The new Iran sanctions still must survive a House-Senate conference over the defense authorization bill, during which conferees may try to change certain portions of the new sanctions regime. Hill aides predict the White House will try to alter the new sanctions during that process, in what they would likely see as an effort to water them down.

"The truth is that the U.S. Congress continues to lead a comprehensive and unrelenting international sanctions program against the Iranian regime despite a comprehensive and unrelenting campaign by this administration to block or water down those sanctions at every move," a senior GOP Senate aide told The Cable. "We beat them 100-0 last year and while they tried to kill this amendment more quietly this time, we beat them again 94-0. Hopefully House and Senate negotiators will stay strong and resist the administration's strategy to dilute these sanctions in conference."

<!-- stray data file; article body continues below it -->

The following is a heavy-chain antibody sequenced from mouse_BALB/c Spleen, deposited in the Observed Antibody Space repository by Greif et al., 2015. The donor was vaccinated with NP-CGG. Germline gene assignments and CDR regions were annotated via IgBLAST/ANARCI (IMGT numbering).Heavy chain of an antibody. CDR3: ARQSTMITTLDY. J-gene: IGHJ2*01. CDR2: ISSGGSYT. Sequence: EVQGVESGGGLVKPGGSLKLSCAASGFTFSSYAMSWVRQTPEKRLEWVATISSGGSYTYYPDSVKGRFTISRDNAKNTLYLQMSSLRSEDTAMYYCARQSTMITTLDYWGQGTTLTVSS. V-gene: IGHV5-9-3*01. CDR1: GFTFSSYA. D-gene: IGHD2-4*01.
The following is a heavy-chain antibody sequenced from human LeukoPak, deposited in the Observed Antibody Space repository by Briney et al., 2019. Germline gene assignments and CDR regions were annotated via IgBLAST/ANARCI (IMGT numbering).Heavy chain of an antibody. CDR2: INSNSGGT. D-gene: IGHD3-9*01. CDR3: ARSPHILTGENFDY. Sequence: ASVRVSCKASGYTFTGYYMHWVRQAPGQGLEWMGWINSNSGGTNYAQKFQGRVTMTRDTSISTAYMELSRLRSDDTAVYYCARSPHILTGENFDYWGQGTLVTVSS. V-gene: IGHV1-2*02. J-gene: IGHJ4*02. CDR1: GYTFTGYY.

The Cable

Congress moves to bar Pentagon from deals with Russian arms exporter

The Senate voted unanimously Thursday night to bar the Pentagon from using U.S. taxpayer funds to purchase any goods from the Russia's main arms exporter, including helicopters for use in Afghanistan.

Sen. John Cornyn (R-TX) submitted an amendment to the National Defense Authorization Act barring the Pentagon from spending any money in fiscal 2013 on contracts with Rosoboronexport, the Russian state-controlled arms export firm that has been facilitating arms shipments to the Syrian regime since the brutal crackdown on Syrian civilians began early last year.